Chicken is back — in black!

20 Oct

Check out this recent New York Times piece …

PET a Silkie chicken and you understand how it got its name. The feathers are fine and flutter in wisps in the breeze. With a walnut-shaped crown of plumage, blue earlobes and feathers that come in a variety of colors, it’s a striking-looking bird that’s often raised for show.

Breeders also like them because they will hatch other birds’ eggs.

“They are such good moms,” said Frank R. Reese Jr., the founder of Good Shepherd Turkey Ranch in Lindsborg, Kan., who breeds Silkies for show. “They’ll sit on anything and hatch anything. They’ll hatch ducks, turkeys, chickens.”

Deprived of their striking outerwear, though, Silkies are far less appealing. They have bluish-gray skin, pitch-black bones and dark beige flesh (they’re sometimes called black-skinned chickens). They’re a scrawny pound or two, plucked, and are usually sold with the head and feet attached (with five toes, not the usual four).

Yet Asian cooks love them for their deep, gamy flavor, even in the breast meat. And with the nation’s Asian population growing, sales have soared.

Murray McMurray Hatchery in Webster City, Iowa, sells about 10,000 Silkies a year, up from a few hundred 10 years ago, when the hatchery first started raising the little birds, said Bud Wood, an owner.

“The majority are sold for ornamental purposes, but there’s a big market in San Francisco, where there are Asians, and in Minneapolis, where there’s a Hmong market,” Mr. Wood said. Japanese, Cambodians and Koreans also eat the Silkie, he said.

At K. K. Live Poultry in Brooklyn’s main Chinatown, Danny Wu, the owner, said he sells, butchers and cleans 3,000 Silkies a week, up from 400 a week 10 years ago. He attributes the growth to the number of Chinese moving from China and Taiwan to New York City.

 “They make it for soup, or for the broth for Mongolian hot pot,” he said, “and sometimes they make a curry.” For chefs outside Chinatown, though, it is not the easiest dish to sell.

“It’s a scary-looking creature,” said Patricia Yeo, of Sapa in Chelsea. She said she has her staff describe it as a deeply flavored, lean, free-range chicken.

She compares the Silkie to the blue-foot chicken, the domestic version of the poulet de Bresse of France; the blue-foot costs twice as much as the Silkie, she said. And unlike the blue-foot, the Silkie is rarely roasted.

In an Asian home, most often a Silkie will be made into a deeply flavored, aromatic, amber-colored soup, simmered or steamed with ginger, ginseng, dried wolfberries and dried red dates, also known as jujubes. The broth is usually served clear, but occasionally it has bits of meat in it. (A recipe can be found at

In China, the Silkie is called wu gu ji — black-boned chicken. It has been prized for its medicinal value since the seventh or eighth century, said Yu Ying-Shih, a retired professor of Chinese and East Asian studies at Princeton University. Women who have just given birth eat it for energy. But its curative powers are not necessarily gender-specific.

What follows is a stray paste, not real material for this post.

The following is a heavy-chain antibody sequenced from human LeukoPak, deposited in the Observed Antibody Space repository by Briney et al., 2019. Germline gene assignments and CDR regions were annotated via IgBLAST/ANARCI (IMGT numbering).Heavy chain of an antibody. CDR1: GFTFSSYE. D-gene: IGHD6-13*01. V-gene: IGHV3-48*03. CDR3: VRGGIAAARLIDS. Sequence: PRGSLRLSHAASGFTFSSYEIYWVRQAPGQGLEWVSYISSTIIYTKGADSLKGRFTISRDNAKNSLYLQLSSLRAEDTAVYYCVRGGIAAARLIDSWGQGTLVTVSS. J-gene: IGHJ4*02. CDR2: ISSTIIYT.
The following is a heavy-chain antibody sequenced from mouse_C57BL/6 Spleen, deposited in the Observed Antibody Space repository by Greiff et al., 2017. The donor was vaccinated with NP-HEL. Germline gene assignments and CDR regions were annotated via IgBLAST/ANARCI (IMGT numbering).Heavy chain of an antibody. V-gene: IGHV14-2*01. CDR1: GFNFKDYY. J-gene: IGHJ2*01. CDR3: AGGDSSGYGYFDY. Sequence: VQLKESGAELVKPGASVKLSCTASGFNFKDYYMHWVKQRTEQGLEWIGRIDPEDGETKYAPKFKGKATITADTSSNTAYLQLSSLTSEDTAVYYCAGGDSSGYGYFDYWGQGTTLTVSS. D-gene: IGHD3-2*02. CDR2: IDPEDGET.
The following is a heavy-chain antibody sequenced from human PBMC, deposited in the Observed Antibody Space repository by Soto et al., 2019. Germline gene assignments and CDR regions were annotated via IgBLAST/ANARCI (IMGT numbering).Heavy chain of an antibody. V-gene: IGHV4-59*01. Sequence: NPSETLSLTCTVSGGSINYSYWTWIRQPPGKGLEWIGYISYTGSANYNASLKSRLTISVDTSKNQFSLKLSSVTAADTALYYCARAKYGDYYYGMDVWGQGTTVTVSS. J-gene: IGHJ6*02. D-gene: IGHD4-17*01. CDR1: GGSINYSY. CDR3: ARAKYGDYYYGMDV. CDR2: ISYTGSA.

When Professor Yu was a small boy growing up in Anhui, in southeastern China, he said, because he had constant headaches, he was given bowls of Silkie chicken soup to make the headache go away.

Did the soup work?

“I don’t know,” he said, “but probably it helped.”

That same soup can be ordered a day in advance at some restaurants in Manhattan’s Chinatown, like Oriental Garden and Danny Ng’s.

Cooked in the traditional way, with ginseng, the soup has a hint of bitterness. Without ginseng, it is simply an addictive, intensely flavored broth.

Yvonne L. C. Wong, an art consultant and trustee of the China Institute, makes her variation of the soup with Virginia ham, wolfberries, dried white yam, preserved orange peel and ginger. It may be to the Chinese what chicken soup is to Jews — liquid penicillin.

Ms. Yeo slow-cooks the chickens in curries and other braises. When she was growing up in Cambridge, England, she remembers, her grandmother visited from Kuala Lumpur and made the family the traditional Chinese soup in a clay pot.

For her black-skinned chicken slow-cooked in dark soy sauce at Sapa, Ms. Yeo braises the quartered chicken in a dark, aromatic sauce that includes onions, garlic, ginger, galangal, chilies, wolfberries, Chinese dried red dates, soy sauce and star anise.

“My secret ingredient?” she said, as she ran upstairs from the restaurant pantry to the kitchen. “Coke!” She said she substitutes it for the traditional rock sugar, because she likes Coke’s caramel flavor. She braises the chicken the night before she puts it on the menu, as a special, because it, like nearly all braised dishes, tastes better the next day.

At the Jefferson Restaurant in Greenwich Village, Simpson Wong takes an even more European turn. He cooks the Silkie leg and thigh as a confit in olive oil, seasoned with garlic and rosemary, for six hours, and does a quick sauté of the tender breast meat in a savory sauce of garlic, ginger, rice wine lees, oyster sauce and lemon balm.

At Chow Bar in Greenwich Village, Peter Klein serves slow-cooked black chicken in red Thai coconut sauce. He also slow-cooks it, shreds the meat and mixes it with an Asian barbecue sauce. Then he stuffs it into toasted Chinese bread, along with paper-thin slices of cucumber and a sprinkle of fresh cilantro leaves.

Mr. Klein asks his staff to describe the chicken as particularly fresh and lean.

“We try not to go into great detail,” he said. “The American public is a little squeamish.”

Where to Buy

Silkie chickens can be found in the following shops:

BAYARD MEAT MARKET 57 Bayard Street, (212) 619-6206.

DELUXE FOOD MARKET 79 Elizabeth Street, (212) 925-5766.

DYNASTY SUPERMARKET 68 Elizabeth Street, (212) 966-4943. Also sells all the other ingredients needed for the soup.

K. K. LIVE POULTRY 6221 Sixth Avenue, Brooklyn, (718) 439-3838.

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